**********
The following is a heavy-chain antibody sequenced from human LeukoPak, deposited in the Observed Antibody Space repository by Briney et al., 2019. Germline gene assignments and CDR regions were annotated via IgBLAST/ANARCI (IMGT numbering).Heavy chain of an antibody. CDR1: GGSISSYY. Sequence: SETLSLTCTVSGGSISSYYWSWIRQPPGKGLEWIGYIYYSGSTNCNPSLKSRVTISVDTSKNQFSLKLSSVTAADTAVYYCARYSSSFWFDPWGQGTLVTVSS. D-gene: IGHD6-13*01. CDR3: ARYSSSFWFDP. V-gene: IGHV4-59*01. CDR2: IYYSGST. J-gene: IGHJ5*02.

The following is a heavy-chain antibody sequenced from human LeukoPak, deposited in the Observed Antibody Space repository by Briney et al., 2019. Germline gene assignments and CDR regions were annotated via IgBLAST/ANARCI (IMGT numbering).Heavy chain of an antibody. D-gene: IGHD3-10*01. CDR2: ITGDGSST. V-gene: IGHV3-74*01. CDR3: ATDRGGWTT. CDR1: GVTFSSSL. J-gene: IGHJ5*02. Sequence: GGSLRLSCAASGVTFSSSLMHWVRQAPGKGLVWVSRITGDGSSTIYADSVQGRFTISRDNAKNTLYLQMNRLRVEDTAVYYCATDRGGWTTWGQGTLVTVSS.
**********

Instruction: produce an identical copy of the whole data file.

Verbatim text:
The following is a heavy-chain antibody sequenced from human LeukoPak, deposited in the Observed Antibody Space repository by Briney et al., 2019. Germline gene assignments and CDR regions were annotated via IgBLAST/ANARCI (IMGT numbering).Heavy chain of an antibody. CDR1: GGSISSYY. Sequence: SETLSLTCTVSGGSISSYYWSWIRQPPGKGLEWIGYIYYSGSTNCNPSLKSRVTISVDTSKNQFSLKLSSVTAADTAVYYCARYSSSFWFDPWGQGTLVTVSS. D-gene: IGHD6-13*01. CDR3: ARYSSSFWFDP. V-gene: IGHV4-59*01. CDR2: IYYSGST. J-gene: IGHJ5*02.

The following is a heavy-chain antibody sequenced from human LeukoPak, deposited in the Observed Antibody Space repository by Briney et al., 2019. Germline gene assignments and CDR regions were annotated via IgBLAST/ANARCI (IMGT numbering).Heavy chain of an antibody. D-gene: IGHD3-10*01. CDR2: ITGDGSST. V-gene: IGHV3-74*01. CDR3: ATDRGGWTT. CDR1: GVTFSSSL. J-gene: IGHJ5*02. Sequence: GGSLRLSCAASGVTFSSSLMHWVRQAPGKGLVWVSRITGDGSSTIYADSVQGRFTISRDNAKNTLYLQMNRLRVEDTAVYYCATDRGGWTTWGQGTLVTVSS.